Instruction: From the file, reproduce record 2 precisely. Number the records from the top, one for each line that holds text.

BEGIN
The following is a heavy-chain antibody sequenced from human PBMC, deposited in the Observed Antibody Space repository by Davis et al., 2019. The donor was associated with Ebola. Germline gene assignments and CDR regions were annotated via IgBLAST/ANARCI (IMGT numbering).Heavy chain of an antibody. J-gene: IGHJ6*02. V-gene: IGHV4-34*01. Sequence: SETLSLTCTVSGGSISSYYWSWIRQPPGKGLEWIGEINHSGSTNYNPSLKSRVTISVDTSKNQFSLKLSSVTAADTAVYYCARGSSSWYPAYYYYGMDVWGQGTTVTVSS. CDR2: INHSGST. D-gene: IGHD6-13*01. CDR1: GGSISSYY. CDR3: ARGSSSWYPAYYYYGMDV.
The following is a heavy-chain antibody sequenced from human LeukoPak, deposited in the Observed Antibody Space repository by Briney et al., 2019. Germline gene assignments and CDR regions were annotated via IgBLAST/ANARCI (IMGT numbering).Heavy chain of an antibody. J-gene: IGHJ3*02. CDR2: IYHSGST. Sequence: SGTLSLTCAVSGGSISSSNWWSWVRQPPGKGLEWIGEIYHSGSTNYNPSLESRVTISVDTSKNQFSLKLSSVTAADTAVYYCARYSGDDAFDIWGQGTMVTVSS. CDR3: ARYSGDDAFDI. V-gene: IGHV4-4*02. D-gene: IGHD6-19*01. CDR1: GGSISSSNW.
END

The following is a heavy-chain antibody sequenced from human LeukoPak, deposited in the Observed Antibody Space repository by Briney et al., 2019. Germline gene assignments and CDR regions were annotated via IgBLAST/ANARCI (IMGT numbering).Heavy chain of an antibody. J-gene: IGHJ3*02. CDR2: IYHSGST. Sequence: SGTLSLTCAVSGGSISSSNWWSWVRQPPGKGLEWIGEIYHSGSTNYNPSLESRVTISVDTSKNQFSLKLSSVTAADTAVYYCARYSGDDAFDIWGQGTMVTVSS. CDR3: ARYSGDDAFDI. V-gene: IGHV4-4*02. D-gene: IGHD6-19*01. CDR1: GGSISSSNW.